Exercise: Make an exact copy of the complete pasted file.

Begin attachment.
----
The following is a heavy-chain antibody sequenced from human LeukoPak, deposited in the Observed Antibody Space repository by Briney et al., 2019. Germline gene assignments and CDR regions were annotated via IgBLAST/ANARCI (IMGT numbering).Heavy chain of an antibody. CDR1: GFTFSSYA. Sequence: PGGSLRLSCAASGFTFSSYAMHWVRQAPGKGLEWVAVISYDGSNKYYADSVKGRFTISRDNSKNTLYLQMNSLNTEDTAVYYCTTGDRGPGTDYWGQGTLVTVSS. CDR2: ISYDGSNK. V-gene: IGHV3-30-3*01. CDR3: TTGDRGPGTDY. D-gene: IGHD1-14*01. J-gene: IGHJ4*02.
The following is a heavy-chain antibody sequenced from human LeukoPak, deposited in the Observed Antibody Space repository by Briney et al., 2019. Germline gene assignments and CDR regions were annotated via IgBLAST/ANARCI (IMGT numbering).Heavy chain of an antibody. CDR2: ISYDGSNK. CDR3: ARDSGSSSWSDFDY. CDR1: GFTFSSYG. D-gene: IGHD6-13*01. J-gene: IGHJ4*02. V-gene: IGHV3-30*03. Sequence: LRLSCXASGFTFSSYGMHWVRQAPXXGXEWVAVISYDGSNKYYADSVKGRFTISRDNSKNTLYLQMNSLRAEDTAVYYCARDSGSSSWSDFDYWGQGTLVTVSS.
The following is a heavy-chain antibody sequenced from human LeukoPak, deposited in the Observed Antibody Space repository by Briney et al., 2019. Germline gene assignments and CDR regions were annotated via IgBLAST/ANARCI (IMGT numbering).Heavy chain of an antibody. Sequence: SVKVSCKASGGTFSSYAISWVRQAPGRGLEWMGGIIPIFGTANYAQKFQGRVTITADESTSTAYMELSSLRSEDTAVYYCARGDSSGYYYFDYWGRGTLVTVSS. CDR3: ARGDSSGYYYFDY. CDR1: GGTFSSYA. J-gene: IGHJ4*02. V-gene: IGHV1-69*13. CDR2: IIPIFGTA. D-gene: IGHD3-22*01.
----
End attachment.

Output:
The following is a heavy-chain antibody sequenced from human LeukoPak, deposited in the Observed Antibody Space repository by Briney et al., 2019. Germline gene assignments and CDR regions were annotated via IgBLAST/ANARCI (IMGT numbering).Heavy chain of an antibody. CDR1: GFTFSSYA. Sequence: PGGSLRLSCAASGFTFSSYAMHWVRQAPGKGLEWVAVISYDGSNKYYADSVKGRFTISRDNSKNTLYLQMNSLNTEDTAVYYCTTGDRGPGTDYWGQGTLVTVSS. CDR2: ISYDGSNK. V-gene: IGHV3-30-3*01. CDR3: TTGDRGPGTDY. D-gene: IGHD1-14*01. J-gene: IGHJ4*02.
The following is a heavy-chain antibody sequenced from human LeukoPak, deposited in the Observed Antibody Space repository by Briney et al., 2019. Germline gene assignments and CDR regions were annotated via IgBLAST/ANARCI (IMGT numbering).Heavy chain of an antibody. CDR2: ISYDGSNK. CDR3: ARDSGSSSWSDFDY. CDR1: GFTFSSYG. D-gene: IGHD6-13*01. J-gene: IGHJ4*02. V-gene: IGHV3-30*03. Sequence: LRLSCXASGFTFSSYGMHWVRQAPXXGXEWVAVISYDGSNKYYADSVKGRFTISRDNSKNTLYLQMNSLRAEDTAVYYCARDSGSSSWSDFDYWGQGTLVTVSS.
The following is a heavy-chain antibody sequenced from human LeukoPak, deposited in the Observed Antibody Space repository by Briney et al., 2019. Germline gene assignments and CDR regions were annotated via IgBLAST/ANARCI (IMGT numbering).Heavy chain of an antibody. Sequence: SVKVSCKASGGTFSSYAISWVRQAPGRGLEWMGGIIPIFGTANYAQKFQGRVTITADESTSTAYMELSSLRSEDTAVYYCARGDSSGYYYFDYWGRGTLVTVSS. CDR3: ARGDSSGYYYFDY. CDR1: GGTFSSYA. J-gene: IGHJ4*02. V-gene: IGHV1-69*13. CDR2: IIPIFGTA. D-gene: IGHD3-22*01.